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RE: Tuning I/O-related wait - Metalink Note: 223117.1

From: Cary Millsap <>
Date: Wed, 10 Nov 2004 09:57:54 -0600
Message-ID: <004101c4c73e$0a119240$6801a8c0@CVMLAP02>

Andy's exactly right: it's just not the right data for making = conclusions.
If you're interested in a few pages' worth of why this is the case, = please
see pp210-217 in Millsap & Holt's "Optimizing Oracle Performance."

There's another problem with the question, too. You can't use Oracle's = timed
event durations (called "wait times" in documentation prior to Oracle version 10) as values of W in the queueing theory formula R =3D S + W. = Nor can
you use Oracle-reported CPU times as values of S in the formula. I = explain
this on pages 239-242 of the same book if you're interested.

Cary Millsap
Hotsos Enterprises, Ltd.
* Nullius in verba *

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-----Original Message-----
From: =
On Behalf Of Andy Rivenes
Sent: Tuesday, November 09, 2004 3:39 PM To:;; =
Subject: RE: Tuning I/O-related wait - Metalink Note: 223117.1

At this level (e.g. "system") response time is a misnomer. What you have = is=20
elapsed time and the "capacity" to consume service time up to the total, = or=20
elapsed time, of the interval measured. Elapsed time at this level = cannot=20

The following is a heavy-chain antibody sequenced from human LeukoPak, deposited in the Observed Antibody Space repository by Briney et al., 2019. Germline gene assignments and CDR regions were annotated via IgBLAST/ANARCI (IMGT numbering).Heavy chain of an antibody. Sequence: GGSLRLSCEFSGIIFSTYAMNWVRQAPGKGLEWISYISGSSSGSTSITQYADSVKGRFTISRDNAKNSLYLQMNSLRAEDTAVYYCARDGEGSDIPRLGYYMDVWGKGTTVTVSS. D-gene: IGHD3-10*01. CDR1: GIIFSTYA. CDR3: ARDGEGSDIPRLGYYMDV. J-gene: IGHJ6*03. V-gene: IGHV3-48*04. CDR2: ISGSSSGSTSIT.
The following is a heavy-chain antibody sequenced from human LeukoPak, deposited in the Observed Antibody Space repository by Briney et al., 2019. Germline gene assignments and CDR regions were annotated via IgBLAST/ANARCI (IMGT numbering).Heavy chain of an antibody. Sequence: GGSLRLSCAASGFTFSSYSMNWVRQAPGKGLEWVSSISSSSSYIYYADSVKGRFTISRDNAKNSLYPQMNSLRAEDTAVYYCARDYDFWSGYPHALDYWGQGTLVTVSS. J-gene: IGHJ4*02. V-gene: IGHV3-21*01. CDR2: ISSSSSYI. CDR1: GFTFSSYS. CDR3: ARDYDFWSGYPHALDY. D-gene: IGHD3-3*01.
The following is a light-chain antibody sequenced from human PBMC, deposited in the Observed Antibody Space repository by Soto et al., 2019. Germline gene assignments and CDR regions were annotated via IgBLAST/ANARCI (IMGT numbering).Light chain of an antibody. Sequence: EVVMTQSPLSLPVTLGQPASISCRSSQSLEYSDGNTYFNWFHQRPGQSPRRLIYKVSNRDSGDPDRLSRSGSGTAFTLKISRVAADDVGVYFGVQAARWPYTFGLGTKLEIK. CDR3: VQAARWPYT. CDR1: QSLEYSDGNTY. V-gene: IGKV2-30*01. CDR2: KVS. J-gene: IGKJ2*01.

be accurately "calculated" by adding "service time" and "wait time".=20 Elapsed time is calculated as the difference between measurement = intervals.=20
Wait time measurements at the system level are flawed at best due to=20 interval boundary measurements and the capacity for "infinite" waiting = (I=20
believe Cary coined this term first). However, Lex is otherwise correct = in=20
my opinion, since the "wait time" will generally skew high and since it = is=20
only a fraction of the "service time" it is probably not an overriding=20 issue. Of course, now we're venturing from workload measurement to=20 performance tuning, and for that you need to look at the "process" = you're=20
concerned about and not focus on system level workload measurements.

At 08:28 AM 11/9/2004, Lex de Haan wrote:
>See in line ...
>Let's do some simple math from these figures:
>'Wait Time' =3D 10,827 x 100% / 52,01% =3D 20,817 cs 'Service Time' =3D =
>'Response Time' =3D 358,806 + 20,817 =3D 379,623 cs
>CPU time =3D 94.52% =3D 379,623 / 358,806
>direct path read =3D 2.85% =3D 10,827 / 358,806

Andy Rivenes


Received on Wed Nov 10 2004 - 09:55:40 CST

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